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HENRY v. SWIFT CURRIE McGHEE HIERS LLP

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Court of Appeals of Georgia.

HENRY v. SWIFT, CURRIE, McGHEE & HIERS, LLP et al.

McDonald v. Barrett.

Nos. A01A2304, A02A0450.

Decided: March 28, 2002

Regina M. Quick,Christopher L. Casey, Athens, for Henry and Barrett. Hawkins & Parnell, Kristine B. Morain, H. Lane Young, II, Debra E. LeVorse, Atlanta, Carl H. Anderson, Jr., for McDonald and Swift, Currie, McGhee & Hiers, LLP.

We granted two applications for interlocutory appeal to consider rulings by the superior courts of Fulton and Gwinnett Counties regarding the discoverability of an attorney's memorandum summarizing conversations he had with opposing counsel.   Although the appeals arose from different cases in different procedural postures, both involve the same memorandum and parties.   Therefore, in the interest of judicial economy, we have consolidated the appeals in this opinion.

The Fulton County Superior Court construed the memorandum as attorney work product and protected it from discovery.   The Gwinnett County Superior Court declined to shield the memorandum.   We find that the record demonstrates that the memorandum is not privileged.   Therefore, we reverse the Fulton County Superior Court's ruling and affirm that of the Gwinnett County Superior Court.

In the Gwinnett County case, J. Hue Henry, an attorney, represented the plaintiff, Robert Barrett.   Wade Copeland, an attorney, represented the defendants, Quorum Health Resources, Inc. and C. Richard Dwozan (collectively Quorum).   Summary judgment was granted to Quorum.

Quorum (represented by Copeland) then moved for attorney fees against Henry and Barrett.   Henry made a claim under his errors and omissions insurance, and his insurer designated Swift, Currie, McGhee & Hiers, LLP (Swift, Currie) and one of that law firm's attorneys, James McDonald, to represent Henry.   While the motion for attorney fees was pending, McDonald communicated to Henry certain statements that Copeland had made to him.   Henry believed that the statements demonstrated that personal animus toward Henry was Copeland's motivation for seeking attorney fees.   In January 2000, the Gwinnett County Superior Court denied Quorum's motion for attorney fees.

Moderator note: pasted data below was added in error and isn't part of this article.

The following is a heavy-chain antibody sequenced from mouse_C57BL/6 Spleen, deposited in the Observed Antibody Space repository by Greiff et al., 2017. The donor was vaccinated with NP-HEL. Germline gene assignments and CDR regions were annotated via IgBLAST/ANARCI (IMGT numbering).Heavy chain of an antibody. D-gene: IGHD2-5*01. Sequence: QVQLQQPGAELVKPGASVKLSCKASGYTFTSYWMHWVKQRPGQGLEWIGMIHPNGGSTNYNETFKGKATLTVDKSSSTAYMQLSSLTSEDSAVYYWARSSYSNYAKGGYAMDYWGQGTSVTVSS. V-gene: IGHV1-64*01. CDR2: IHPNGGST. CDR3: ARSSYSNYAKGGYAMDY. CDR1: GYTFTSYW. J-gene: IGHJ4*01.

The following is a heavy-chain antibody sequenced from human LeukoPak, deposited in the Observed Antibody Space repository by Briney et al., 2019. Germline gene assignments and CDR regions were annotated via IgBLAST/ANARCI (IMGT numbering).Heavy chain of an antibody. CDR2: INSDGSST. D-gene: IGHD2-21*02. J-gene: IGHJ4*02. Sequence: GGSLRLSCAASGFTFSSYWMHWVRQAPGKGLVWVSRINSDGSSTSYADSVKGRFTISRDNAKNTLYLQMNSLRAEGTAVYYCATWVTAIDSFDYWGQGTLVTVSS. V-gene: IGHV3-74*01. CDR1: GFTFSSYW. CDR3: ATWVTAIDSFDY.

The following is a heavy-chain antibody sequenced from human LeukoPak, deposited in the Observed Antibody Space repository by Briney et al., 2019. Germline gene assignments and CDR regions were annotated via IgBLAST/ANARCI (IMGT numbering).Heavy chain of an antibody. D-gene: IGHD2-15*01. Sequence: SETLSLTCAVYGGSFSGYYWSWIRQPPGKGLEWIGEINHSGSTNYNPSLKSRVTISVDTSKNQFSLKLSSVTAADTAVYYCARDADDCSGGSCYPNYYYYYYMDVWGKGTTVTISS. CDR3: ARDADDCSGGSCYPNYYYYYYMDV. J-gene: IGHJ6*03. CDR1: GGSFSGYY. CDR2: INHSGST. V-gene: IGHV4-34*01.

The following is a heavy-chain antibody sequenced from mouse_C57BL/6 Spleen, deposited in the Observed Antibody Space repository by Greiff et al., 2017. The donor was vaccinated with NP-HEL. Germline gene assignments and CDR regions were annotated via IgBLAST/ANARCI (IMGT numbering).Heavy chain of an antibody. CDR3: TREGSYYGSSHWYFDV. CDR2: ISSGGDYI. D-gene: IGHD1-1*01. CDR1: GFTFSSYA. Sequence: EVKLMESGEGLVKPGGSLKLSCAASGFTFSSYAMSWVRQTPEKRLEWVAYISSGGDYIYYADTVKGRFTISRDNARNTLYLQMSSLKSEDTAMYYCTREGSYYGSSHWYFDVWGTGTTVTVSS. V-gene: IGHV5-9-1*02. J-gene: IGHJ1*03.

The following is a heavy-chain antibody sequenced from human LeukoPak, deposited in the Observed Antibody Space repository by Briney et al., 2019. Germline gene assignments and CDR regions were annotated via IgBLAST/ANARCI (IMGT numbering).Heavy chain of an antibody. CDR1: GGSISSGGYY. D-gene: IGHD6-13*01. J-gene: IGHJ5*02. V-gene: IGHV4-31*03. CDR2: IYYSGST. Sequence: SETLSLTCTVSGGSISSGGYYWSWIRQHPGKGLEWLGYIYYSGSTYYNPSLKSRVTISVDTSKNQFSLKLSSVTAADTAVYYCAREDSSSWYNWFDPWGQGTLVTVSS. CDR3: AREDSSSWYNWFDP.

Thereafter, Henry and Barrett (represented by Henry) filed a motion in the Gwinnett County case against Quorum and its attorneys, including Copeland, for attorney fees incurred in defending against Quorum's motion for attorney fees.   In their motion, Henry and Barrett contended that personal animus was not a proper basis for seeking attorney fees.   On March 3, 2000, Henry asked McDonald to reduce Copeland's statements to writing for his use in seeking attorney fees against Copeland and the others for having to defend the earlier motion.   Based on his recollection of his conversations with Copeland, McDonald wrote and placed in Henry's file a memorandum, dated March 8, 2000, that summarized his communications with Copeland.   McDonald, however, refused to provide the memorandum to Henry.   Explaining his practice of making notes, McDonald stated to Henry,

I have maintained a practice of keeping notes of conversations․ I make those for my reference to help me in the handling of the case and in recollection of conversations.   I do not make the notes for any other purpose.   Nor in an exchange of candid comments have I ever conceived those given or received would be used in any case, or in any format outside of that direct conversation.

Henry then asked McDonald to turn over his entire file to him.   But no memorandum was produced.